GoogleNET Going Global

More than 15 months ago, Google (GOOG) CEO Eric Schmidt publicly admitted that he wanted to build an infrastructure for what would be a global $100 billion company. Given that the search giant’s revenues are projected to reach just over $30 billion by the end of this decade, the claim was audacious — but not one to be taken lightly.

In order to build this leviathan enterprise, Google will have to continue to build its back-end systems at a rapid clip, but more importantly, it will also have to keep investing a copious of money to control the oxygen of the New Net Economy: bandwidth.

I wrote about the GoogleNET back in 2005 for the now-defunct Business 2.0 magazine and have been following this pretty closely, though not writing about as often.

The latest news from the telecom world is that Google is now looking to get into the transoceanic cable business. Transoceanic cables sit at the bottom of the sea, using capacities that run into the terabits per second to connect countries around the world.

There are rumors out there, first reported by Communications Day, that Google is heading up a new trans-Pacific undersea cable called Unity. (I guess after going to China, they can’t call it Do-No-Evil-1)

Communications Day understands that Unity would see Google join with other carriers to build a new multi-terabit cable. Google would get access to a fibre pair at build cost handing it a tremendous cost advantage over rivals such as MSN and Yahoo, and also potentially enabling it to peer with Asia ISPs behind their international gateways – considerably improving the affordability of Internet services across Asia Pacific.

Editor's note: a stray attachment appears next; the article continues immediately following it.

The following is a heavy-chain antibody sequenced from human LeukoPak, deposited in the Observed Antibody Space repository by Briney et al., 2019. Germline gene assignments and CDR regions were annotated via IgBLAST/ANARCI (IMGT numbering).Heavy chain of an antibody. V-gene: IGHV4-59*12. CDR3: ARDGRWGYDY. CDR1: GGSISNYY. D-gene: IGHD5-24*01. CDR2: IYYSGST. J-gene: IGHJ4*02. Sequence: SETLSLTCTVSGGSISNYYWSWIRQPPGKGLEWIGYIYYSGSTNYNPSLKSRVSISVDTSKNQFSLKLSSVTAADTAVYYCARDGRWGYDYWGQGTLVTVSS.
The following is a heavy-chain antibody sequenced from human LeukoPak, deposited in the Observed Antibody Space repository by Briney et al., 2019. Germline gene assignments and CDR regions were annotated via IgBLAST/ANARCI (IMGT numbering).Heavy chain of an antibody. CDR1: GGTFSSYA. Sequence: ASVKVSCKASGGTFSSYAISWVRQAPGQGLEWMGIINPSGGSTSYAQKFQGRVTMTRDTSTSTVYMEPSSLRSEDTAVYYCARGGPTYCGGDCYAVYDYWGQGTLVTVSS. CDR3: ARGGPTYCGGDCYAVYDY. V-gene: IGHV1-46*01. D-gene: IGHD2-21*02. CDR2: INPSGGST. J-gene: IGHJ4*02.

Alan Mauldin, who tracks the sector for research firm TeleGeography, thinks that these are early discussions that might not turn into anything tangible. But regardless of the outcome, he notes that the talks themselves point to Google’s Godzilla-like appetite for bandwidth.

Trans-Pacific routes are among the busiest and most expensive in the world. The difference in the pricing between trans-Pacific and trans-Atlantic routes is akin to the difference between Bloomingdale’s and The Gap. Thanks to the broadband boom in Asia and growing economic trade between Asia and the U.S., the demand on trans-Pacific routes has exploded: between mid-2006 and mid-2007, Internet traffic in these routes was up 41 percent, according to TeleGeography.

At present there is 3.3 Tbps of lit capacity, but it is expensive. Google has to pay a ton of money for this bandwidth, just like everybody else. Sure there are new cables being put into place, and others like Pacific Crossing-1 and the Japan-U.S. Cable system are being upgraded, but that doesn’t solve Google’s insatiable need for bandwidth.

The Mountain View, Calif.-based company is putting a lot of resources into India, China, and South Korea as part of its global expansion. It’s also betting big on video, and has grand plans for offering more and more web-based services. All of that requires bandwidth — a lot of it.

By becoming part of the consortium, Google gets two things: wholesale prices for its bandwidth needs, perhaps preferential treatment, and the ability to still get to share the cost and risks associated with owning a sub-sea cable. Even if this does get done, it will be a few years still before Google can get its hand on all that capacity.

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